Monday, September 18, 2000,
Chandigarh, India



Haryana’s culture and patriarchal forces

MR D.R. Chaudhry’s exhortative article on Haryana’s culture (The Tribune, August 29) poses a serious challenge to all those who cherish the values of equality and social justice. The question, however, is whether we really have enough individuals with broad social concerns. Otherwise the treatment meted out to a film like “Laado”should not have remained unresisted even per se and the maker of this film with a social theme would not have to fight the administrative and political injustice single-handedly, running from pillar to post in the courts of law.

Let me remind Mr Chaudhry that the real players at this crucial juncture are those very sections of the masses who have been denied even human dignity thanks to the outdated and backward socio-cultural milieu which continue to dominate in all spheres of life in Haryana. The women, Dalits and sections of youth are no longer prepared to silently tolerate the status quo. They have started asserting their identity to be recognised. Their potential role should not be underestimated in the social reform movement oriented towards achieving a civic society.

The patriarchal forces are equally desperate in this backdrop in the form of traditional panchayats of khaps and sarvakhaps. The co-existence of medieval caste institutions as the parallel judiciary and the so-called modern establishments does make a paradoxical situation. Although the former cannot enjoy a social consensus notwithstanding the patronage provided by vested interests, the latter has to be strengthened. This was, in fact, the essence of the Presidential address to the nation on the eve of Independence Day which must be taken as a grim reminder of the state of affairs with regard to the oppressed, the ignored and all those subjected to indignation and humiliation.

Let us be very clear that these are the sections which need a social change as historical necessity more than anybody else. They will have to prepare their case and then challenge the decadent forces of the status quo at all levels and ultimately change the system in the interest of one and all.

Secretary, CPM State Committee


Pensionary benefits

Himachal pensioners are feeling neglected, by their state government as, in spite of repeated reminders, the ministry has not so far released their fixed medical allowance at the rate of Rs 250 p.m., leave travel concession at the rate of one month’s basic pension after a gap of every two years and old age allowance at 5 per cent and 10 per cent on attaining the age of 70 and 80 years, respectively, on the Punjab pattern.

The pensioners are very much agitated on this unsympathetic attitude of the government towards them. The Himachal Government should take the necessary measures immediately as it is committed to following the Punjab pattern in respect of pensionary benefits.



Why compromise on law?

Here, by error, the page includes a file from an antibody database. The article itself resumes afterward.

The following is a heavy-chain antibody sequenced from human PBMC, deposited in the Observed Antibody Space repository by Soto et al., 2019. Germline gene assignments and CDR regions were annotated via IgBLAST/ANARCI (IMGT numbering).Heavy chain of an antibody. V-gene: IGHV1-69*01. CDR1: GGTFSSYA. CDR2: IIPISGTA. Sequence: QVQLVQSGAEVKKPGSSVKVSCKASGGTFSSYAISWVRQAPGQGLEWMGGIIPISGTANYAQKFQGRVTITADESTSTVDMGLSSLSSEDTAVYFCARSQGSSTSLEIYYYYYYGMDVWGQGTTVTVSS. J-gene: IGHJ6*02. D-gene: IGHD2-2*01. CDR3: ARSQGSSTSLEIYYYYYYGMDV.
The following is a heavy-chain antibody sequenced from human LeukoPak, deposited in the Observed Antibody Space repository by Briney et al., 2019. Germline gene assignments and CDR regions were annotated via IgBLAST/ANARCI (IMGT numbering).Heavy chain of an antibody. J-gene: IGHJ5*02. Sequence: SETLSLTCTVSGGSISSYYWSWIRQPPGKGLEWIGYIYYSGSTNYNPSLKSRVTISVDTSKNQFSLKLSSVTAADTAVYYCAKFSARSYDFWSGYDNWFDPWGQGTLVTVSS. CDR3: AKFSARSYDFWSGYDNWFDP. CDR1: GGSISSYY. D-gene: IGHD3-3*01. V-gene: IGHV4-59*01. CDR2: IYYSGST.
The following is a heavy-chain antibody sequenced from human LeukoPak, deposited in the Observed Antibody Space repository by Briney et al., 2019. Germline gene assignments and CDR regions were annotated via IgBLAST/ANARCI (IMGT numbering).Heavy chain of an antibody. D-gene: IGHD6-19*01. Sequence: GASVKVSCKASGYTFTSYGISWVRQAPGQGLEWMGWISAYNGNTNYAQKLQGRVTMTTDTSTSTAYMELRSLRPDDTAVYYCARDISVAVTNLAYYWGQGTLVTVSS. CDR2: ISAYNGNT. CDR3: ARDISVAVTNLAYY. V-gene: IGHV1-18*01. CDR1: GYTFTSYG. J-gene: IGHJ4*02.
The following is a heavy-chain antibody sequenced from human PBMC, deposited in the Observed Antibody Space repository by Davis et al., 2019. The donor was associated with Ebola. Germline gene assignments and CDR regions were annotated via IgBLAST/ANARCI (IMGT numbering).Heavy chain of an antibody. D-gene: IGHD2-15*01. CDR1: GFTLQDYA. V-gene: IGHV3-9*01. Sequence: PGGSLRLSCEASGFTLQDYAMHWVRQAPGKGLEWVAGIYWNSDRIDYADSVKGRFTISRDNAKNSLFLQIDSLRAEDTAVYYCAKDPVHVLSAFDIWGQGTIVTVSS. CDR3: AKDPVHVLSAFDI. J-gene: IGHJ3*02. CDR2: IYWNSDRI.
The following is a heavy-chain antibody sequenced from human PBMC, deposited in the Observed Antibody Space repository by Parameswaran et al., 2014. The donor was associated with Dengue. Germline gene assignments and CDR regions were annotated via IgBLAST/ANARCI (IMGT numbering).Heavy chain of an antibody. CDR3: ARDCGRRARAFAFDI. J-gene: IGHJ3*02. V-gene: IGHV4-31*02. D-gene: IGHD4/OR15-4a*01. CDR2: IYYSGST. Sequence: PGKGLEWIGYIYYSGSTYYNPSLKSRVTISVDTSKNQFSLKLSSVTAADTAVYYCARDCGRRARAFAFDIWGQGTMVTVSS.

Apropos of Syed Anwar’s “The state: protector turns pleader” (The Tribune, September 10), the main issues in the Veerappan case are three: (1) withdrawal of TADA charges against 51 detenus; (2) release/amnesty for Veerappan; and (3) release of Kannada matinee idol Rajkumar.

There is a fair ground to drop the TADA proceedings against Veerappan’s 51 associates. Human rights activists have been highlighting the abuse of TADA since 1997 much before Rajkumar’s abduction. The Supreme Court has held that the proposal to release (mark the word “release”) the detenus would undermine the “rule of law”.

The Karnataka Government is required only to drop the TADA charges and not to release them. The fact of the matter is that TADA was allowed to lapse in 1995 because of the outrage around the country against its extensive abuse. TADA cases against these 51 Veerappan men may be withdrawn. All these 51 detenus and other accused persons will be tried for offences under the ordinary criminal laws — the Indian Penal Code, the Arms Act and the Explosive Substances Act, and punished for the crimes committed by them.

Veerappan, who has committed 138 murders, slaughtered 2,000 elephants, killed his own daughters, swindled ivory and sandalwood worth Rs 100-plus crore, can be released under no situation. No doubt, there are precedents. Terrorists were released to bring Mufti Mohd Sayeed’s innocent daughter Rubiya back home. The notorious Kandahar hijackers were released for the sake of the lives of scores of hijacked persons. But Veerappan is a hardened criminal who should have by now been convicted on 138 occasions, though hanged only once.

Whatever the might of Veerappan, it is perfectly possible to bomb him out of his hideout with the help of satellite surveillance or even with a forceful commando action. But that perhaps spoils the show for Mr M. Karunanidhi, who would very much wish to see the damned criminal to sit in Parliament next to Phoolan Devi.